King Henry VIII and the court regularly attended Mass in the royal chapel, sometimes more than once a day.
The King often used the time before the consecration to transact business but this manuscript shows him using a book of prayers to send a flirtatious message to Anne Boleyn instead. He wrote in French:
‘If you remember my love in your prayers as strongly as I adore you, I shall hardly be forgotten, for I am yours. Henry R. forever.’
Presenting himself as lovesick, he wrote his note on a page depicting the man of sorrows.
Anne replied with a couplet in English:
By daily proof you shall me find To be to you both loving and kind
With deliberate enticement, she chose to write her message below a miniature of the Annunciation, the angel telling the Virgin Mary that she would have a son.
To hear a short talk by a British Library curator about Ann Boleyn's Book of Hours click here.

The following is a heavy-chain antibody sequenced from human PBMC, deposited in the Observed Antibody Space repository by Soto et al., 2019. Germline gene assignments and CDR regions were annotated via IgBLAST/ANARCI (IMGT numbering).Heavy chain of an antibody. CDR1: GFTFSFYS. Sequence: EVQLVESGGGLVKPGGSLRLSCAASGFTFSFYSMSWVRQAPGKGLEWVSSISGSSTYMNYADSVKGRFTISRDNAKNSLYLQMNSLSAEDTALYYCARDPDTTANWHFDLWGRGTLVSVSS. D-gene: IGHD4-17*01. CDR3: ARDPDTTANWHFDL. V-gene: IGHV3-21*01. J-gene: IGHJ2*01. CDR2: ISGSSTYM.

- Full title:
- Book of Hours, Use of Sarum (''Anne Boleyn''s Book of Hours'')
- c. 1500
- Manuscript / Illuminated manuscript / Manuscript annotation
- Unknown, King Henry VIII, Anne Boleyn
- Usage terms
Public Domain in most countries other than the UK.
- Held by
- British Library
- Kings MS 9, f. 231v & f. 66
- Article by:
- Emily Mayne
- Gender, sexuality, courtship and marriage, Poetry
Love poetry in the Renaissance often expressed sexual or romantic passion, but it could also serve a variety of political, social and religious ends. Emily Mayne explores the origins and development of Renaissance love poetry and the many forms it took.